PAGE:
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Girls & Women

20 Cases of Sexual Violence Were Reported at the Winter Olympics

The medals have been awarded and the Olympic flag has been handed over — the 2018 Winter Olympics are officially over.

But not all records set at this year’s Winter Olympics are worth celebrating.

Twenty people reported incidents of sexual harassment or assault to support centers at the Olympics complex between Feb. 9, when the Olympic Games began, and Feb. 23, when they ended, according to Mic.

Take Action: Tell World Leaders to Redouble Their Efforts By Amending Laws to Prevent Sexual Violence

Though officials declined to provide details about the profile of individuals who had reported incidents, the four support centers stationed around the Olympic Park in Pyeongchang, South Korea, were created to provide support to the thousands of visitors and volunteers at the games.

Athletes were also welcome to seek help at the Gender Equality Support Centers — the first sexual violence resource centers to ever have been set up at the Olympics — though their devoted medical clinics were also staffed with psychologists and psychiatrists to help handle incidents of abuse, the Huffington Post reported.

Jeon Won Hee, a counselor at one of the Gender Equality Support Centers, told NBC early during the games that she was worried people would be resistant to having support centers at the Olympics, but they proved to be a useful resource for dozens of people.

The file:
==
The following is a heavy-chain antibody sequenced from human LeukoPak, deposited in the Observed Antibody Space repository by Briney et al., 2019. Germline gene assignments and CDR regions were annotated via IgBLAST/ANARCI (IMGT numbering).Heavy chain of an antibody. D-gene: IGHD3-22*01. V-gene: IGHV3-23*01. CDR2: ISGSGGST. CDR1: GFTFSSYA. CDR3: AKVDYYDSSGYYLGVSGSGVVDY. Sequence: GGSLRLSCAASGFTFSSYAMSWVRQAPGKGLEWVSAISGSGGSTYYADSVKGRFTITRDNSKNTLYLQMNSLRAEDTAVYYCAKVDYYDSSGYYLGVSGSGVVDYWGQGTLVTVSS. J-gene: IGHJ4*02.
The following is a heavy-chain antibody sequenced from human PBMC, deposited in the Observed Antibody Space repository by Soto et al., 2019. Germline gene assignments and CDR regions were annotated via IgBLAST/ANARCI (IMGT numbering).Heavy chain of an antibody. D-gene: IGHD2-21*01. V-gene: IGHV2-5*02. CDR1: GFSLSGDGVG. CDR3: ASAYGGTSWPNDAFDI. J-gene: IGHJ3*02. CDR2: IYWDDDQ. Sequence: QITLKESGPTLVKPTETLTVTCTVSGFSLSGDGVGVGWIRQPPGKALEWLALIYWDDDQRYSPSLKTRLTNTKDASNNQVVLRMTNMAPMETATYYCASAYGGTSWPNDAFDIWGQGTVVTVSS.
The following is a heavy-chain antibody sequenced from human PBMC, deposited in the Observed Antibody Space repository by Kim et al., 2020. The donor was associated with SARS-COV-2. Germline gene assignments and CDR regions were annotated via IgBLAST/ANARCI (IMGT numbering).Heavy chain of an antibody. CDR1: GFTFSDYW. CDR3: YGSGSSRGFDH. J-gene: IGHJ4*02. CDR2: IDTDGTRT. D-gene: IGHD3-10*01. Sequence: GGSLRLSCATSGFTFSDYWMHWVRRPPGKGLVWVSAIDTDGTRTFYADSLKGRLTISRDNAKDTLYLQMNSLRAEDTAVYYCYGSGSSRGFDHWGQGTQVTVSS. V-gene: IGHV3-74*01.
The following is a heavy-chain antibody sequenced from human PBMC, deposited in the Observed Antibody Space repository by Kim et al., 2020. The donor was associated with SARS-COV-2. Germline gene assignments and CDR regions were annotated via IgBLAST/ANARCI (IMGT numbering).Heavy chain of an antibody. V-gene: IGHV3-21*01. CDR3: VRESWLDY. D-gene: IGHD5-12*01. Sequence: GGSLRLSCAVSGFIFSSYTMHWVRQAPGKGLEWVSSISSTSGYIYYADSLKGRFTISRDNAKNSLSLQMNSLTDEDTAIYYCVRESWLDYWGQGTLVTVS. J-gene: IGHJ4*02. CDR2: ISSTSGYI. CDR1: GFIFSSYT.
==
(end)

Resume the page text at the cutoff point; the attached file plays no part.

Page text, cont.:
The centers will remain in place for the upcoming 2018 Winter Paralympics that will take place in Pyeongchang next month, and similar resources are expected to be available at the 2022 Beijing Winter Olympics, Kim Sung-sook, the head of one of the support centers, said.

Read more: Women Are Showing Why They’re the Real MVPs of This Year’s Olympics

Though 20 people reported incidents of sexual violence, it’s likely that many others experienced harassment or assault, but did not come forward.

"It's not how many cases were reported, but that victims came forward and that a support system was made available to them," a support center director, Eun So Yoon, told NBC. "The Olympics and the Paralympics have been set up for our joy. If we can help alleviate any of the gender violence, then it was worth them opening."

Jeon called the creation of the centers “symbolic,” but said that the most important for people to know is that “sexual violence can occur anywhere at any time.”

In the wake of South Korea’s growing #MeToo movement, this is a crucial message for people to hear.

On Monday, South Korean President Moon Jae-in voiced his support for the movement and the victims of assault and harassment in South Korea’s entertainment and legal industries, Agence France Presse reported.

"We need to use this momentum to expose the problem [of sex abuse] no matter how humiliating and shameful it is,” Moon said. "It can be solved only by changing the culture and our way of mind.”

Read more: A Shocking New Poll Reveals 94% of Women in Hollywood Have Experienced Sexual Harassment

Since dozens of women came forward with sexual assault allegations against Hollywood producer Harvey Weinstein at the end of last year, women around the world have banded together to say #MeToo, spurring a wave of activism.

Global Citizen campaigns in support of gender equality and women’s rights. You can take action here to call on world leaders to #LeveltheLaw and help amend gender discriminatory policies to prevent sexual violence against women.